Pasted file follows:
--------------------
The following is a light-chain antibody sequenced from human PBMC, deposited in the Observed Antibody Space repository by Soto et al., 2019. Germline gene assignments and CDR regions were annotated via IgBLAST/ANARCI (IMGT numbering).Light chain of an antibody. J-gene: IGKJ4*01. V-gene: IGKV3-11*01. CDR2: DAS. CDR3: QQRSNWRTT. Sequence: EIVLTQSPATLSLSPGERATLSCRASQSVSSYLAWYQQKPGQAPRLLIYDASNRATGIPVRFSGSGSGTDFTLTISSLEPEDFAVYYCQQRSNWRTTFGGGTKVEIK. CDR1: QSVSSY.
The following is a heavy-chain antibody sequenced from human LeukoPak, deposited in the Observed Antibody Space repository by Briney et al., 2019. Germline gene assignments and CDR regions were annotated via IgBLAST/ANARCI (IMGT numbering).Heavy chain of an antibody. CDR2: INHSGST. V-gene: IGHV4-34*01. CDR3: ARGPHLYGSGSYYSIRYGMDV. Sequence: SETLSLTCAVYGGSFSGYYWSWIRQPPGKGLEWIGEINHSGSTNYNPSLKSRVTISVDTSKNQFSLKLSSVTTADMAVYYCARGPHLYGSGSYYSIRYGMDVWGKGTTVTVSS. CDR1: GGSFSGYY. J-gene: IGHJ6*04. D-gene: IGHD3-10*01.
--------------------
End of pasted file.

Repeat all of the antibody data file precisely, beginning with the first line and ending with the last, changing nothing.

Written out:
The following is a light-chain antibody sequenced from human PBMC, deposited in the Observed Antibody Space repository by Soto et al., 2019. Germline gene assignments and CDR regions were annotated via IgBLAST/ANARCI (IMGT numbering).Light chain of an antibody. J-gene: IGKJ4*01. V-gene: IGKV3-11*01. CDR2: DAS. CDR3: QQRSNWRTT. Sequence: EIVLTQSPATLSLSPGERATLSCRASQSVSSYLAWYQQKPGQAPRLLIYDASNRATGIPVRFSGSGSGTDFTLTISSLEPEDFAVYYCQQRSNWRTTFGGGTKVEIK. CDR1: QSVSSY.
The following is a heavy-chain antibody sequenced from human LeukoPak, deposited in the Observed Antibody Space repository by Briney et al., 2019. Germline gene assignments and CDR regions were annotated via IgBLAST/ANARCI (IMGT numbering).Heavy chain of an antibody. CDR2: INHSGST. V-gene: IGHV4-34*01. CDR3: ARGPHLYGSGSYYSIRYGMDV. Sequence: SETLSLTCAVYGGSFSGYYWSWIRQPPGKGLEWIGEINHSGSTNYNPSLKSRVTISVDTSKNQFSLKLSSVTTADMAVYYCARGPHLYGSGSYYSIRYGMDVWGKGTTVTVSS. CDR1: GGSFSGYY. J-gene: IGHJ6*04. D-gene: IGHD3-10*01.